Freshmen get a glimpse into Troy’s illustrious past

“Troy is really where the iron and steel industry started in America,” says a volunteer model railroad curator to a group of incoming freshmen. The freshmen are part of the RPI Traditions tour group, a Navigating Rensselaer & Beyond event that exposes the students to RPI and Troy’s rich history. “For years, Troy was the fourth richest city in New York and the 16th richest in the country,” the volunteer continues. When asked what his favorite part of the model is Bud replied that he has no one favorite part, but rather enjoys how much it reminds him of his days at RPI back in the early 1960s.

The history of the model is almost as interesting as the history it represents. Construction of the railroad began in 1972 and has continued for more than 40 years. The model railroad began with a reconstruction of old Troy, but over the years it grew to include Saratoga, Bennington, Lake George, Green Island, and even expands as far north as Port Henry. Although the railroad now fills the entirety of the basement, work on it is constant as parts get worn out and historical inaccuracies are corrected.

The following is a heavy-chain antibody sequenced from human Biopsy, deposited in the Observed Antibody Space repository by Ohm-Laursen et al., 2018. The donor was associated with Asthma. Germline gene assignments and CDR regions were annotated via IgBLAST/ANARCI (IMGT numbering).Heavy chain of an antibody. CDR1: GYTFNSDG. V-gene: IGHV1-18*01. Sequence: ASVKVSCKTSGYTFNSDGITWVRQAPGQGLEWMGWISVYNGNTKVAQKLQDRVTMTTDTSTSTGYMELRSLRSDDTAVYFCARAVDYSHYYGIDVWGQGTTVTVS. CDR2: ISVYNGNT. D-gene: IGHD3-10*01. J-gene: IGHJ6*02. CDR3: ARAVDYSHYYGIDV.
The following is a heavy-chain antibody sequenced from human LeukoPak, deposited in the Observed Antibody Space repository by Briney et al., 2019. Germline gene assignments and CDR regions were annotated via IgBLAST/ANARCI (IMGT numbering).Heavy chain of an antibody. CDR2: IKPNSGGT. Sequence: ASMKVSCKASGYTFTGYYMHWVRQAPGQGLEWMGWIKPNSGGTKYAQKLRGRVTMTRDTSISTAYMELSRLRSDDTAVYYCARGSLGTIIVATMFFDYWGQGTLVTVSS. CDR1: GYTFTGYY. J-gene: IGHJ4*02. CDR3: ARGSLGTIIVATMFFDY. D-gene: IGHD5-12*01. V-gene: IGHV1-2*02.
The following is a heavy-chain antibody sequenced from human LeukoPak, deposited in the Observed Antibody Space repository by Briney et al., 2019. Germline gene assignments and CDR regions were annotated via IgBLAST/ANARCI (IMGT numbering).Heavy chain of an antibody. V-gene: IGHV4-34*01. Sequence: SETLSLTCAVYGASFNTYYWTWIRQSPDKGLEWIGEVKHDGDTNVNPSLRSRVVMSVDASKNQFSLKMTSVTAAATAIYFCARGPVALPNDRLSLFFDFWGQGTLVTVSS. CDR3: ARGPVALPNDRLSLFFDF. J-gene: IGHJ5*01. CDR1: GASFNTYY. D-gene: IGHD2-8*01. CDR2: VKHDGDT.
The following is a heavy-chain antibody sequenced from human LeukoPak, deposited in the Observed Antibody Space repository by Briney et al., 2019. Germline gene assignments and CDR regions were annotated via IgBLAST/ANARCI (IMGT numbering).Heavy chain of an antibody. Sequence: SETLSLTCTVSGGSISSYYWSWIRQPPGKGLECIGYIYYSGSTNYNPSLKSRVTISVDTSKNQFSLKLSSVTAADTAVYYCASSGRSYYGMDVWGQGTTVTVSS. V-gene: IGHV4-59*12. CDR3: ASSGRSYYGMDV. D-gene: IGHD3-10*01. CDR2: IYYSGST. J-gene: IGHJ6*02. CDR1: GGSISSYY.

“RPI students are always welcome to help build and maintain the railroad,” says William Gill, a curator of the railroad. “It attracts all kinds of students. Some who like to build. Some who like to help the train run. We even had one student who just liked to clean,” he continues. Gill himself worked on the railroad back in the late 1990s when it was already 20 years underway and came back after being employed by RPI.

Although Troy declined after the steel and textile industries left, the model railroad remains as a testament to its former greatness. RPI students, now and for generations to come, will be able to look at this lively and comprehensive reconstruction and connect to not only their school’s fascinating history, but also Troy’s.